A monarch’s life is spent on the move, and it’s complicated.  Each year in late summer to early autumn, millions of monarchs migrate thousands of miles south from central and northern US states and southern Canada to Mexico, Florida and the coastal areas of southern and central California where they make a winter home in large clusters of colonies high within trees.  Taking advantage of air currents and thermals and traveling only during daylight hours (roosting in clusters to stay warm at night), the trip takes about two months, covering 50-100 miles a day at a flight speed of about 5.5 mph (9 km/hr).  In spring, they make the journey back north.

During the spring migration northward, the travel itinerary is quite different as monarchs mate and produce four generations along the way.  The first three generations have life spans of only 2 – 6 weeks, but each continues mating and moving north. The fourth generation lives 6 – 8, sometimes 9 months, and is the generation of monarchs that will migrate south for the winter.  No one really knows how these later generation monarchs navigate their way to a winter home they have never before visited.  Clearly, they must rely on instincts rather than learning as the last generation with knowledge of the route is long dead.  Some experts have determined that monarchs must be genetically programmed to migrate long distances and use some sort of biological sun and magnetic compasses as orienting tools.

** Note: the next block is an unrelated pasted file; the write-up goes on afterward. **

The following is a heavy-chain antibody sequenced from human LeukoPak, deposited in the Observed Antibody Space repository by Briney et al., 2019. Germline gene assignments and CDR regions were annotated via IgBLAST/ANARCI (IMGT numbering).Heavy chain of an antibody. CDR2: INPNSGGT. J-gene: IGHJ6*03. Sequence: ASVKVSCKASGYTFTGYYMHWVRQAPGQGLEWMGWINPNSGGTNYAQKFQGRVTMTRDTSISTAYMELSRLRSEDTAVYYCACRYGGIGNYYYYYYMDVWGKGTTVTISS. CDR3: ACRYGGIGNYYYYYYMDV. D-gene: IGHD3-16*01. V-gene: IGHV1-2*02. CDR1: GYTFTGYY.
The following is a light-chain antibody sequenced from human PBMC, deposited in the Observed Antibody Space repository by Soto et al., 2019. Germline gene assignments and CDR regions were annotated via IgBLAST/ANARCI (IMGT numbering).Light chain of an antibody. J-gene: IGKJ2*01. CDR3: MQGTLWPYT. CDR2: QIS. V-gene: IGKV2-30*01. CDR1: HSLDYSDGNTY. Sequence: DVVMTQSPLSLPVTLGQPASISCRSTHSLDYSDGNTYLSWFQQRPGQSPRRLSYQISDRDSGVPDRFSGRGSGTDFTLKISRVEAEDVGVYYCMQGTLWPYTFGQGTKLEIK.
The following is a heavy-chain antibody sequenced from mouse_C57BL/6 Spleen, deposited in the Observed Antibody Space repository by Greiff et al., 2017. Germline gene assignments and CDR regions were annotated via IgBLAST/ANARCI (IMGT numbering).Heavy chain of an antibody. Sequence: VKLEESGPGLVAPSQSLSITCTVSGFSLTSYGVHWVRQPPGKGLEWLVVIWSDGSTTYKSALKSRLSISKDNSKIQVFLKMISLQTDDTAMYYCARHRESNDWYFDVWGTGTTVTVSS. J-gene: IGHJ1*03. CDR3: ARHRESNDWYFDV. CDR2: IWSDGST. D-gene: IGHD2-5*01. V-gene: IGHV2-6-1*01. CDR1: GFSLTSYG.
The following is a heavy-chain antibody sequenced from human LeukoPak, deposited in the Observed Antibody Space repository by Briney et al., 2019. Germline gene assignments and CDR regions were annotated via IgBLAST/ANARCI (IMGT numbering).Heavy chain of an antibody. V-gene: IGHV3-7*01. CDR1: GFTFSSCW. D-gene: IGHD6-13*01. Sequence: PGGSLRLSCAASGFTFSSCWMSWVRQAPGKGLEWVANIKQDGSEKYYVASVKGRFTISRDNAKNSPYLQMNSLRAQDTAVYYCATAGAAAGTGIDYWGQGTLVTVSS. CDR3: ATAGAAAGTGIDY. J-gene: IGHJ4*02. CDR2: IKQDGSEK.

No other butterfly is known to make an epic round-trip migration as the monarch does every year. While this makes the monarch extraordinarily unique, the long journeys also cause monarchs to be particularly vulnerable to climate conditions and human activities that disrupt and destroy their habitat. Consequently, their numbers have decreased significantly during the last 20 years (a decline of more than 80 percent over the past two decades), and there is great concern that monarch migration is at high risk of failure.  Conservationists, scientists, and federal, state and local organizations in the United States, Mexico and Canada have begun efforts to stop the destruction before it’s too late, and yes— everyone can do something to help monarchs and have fun doing it!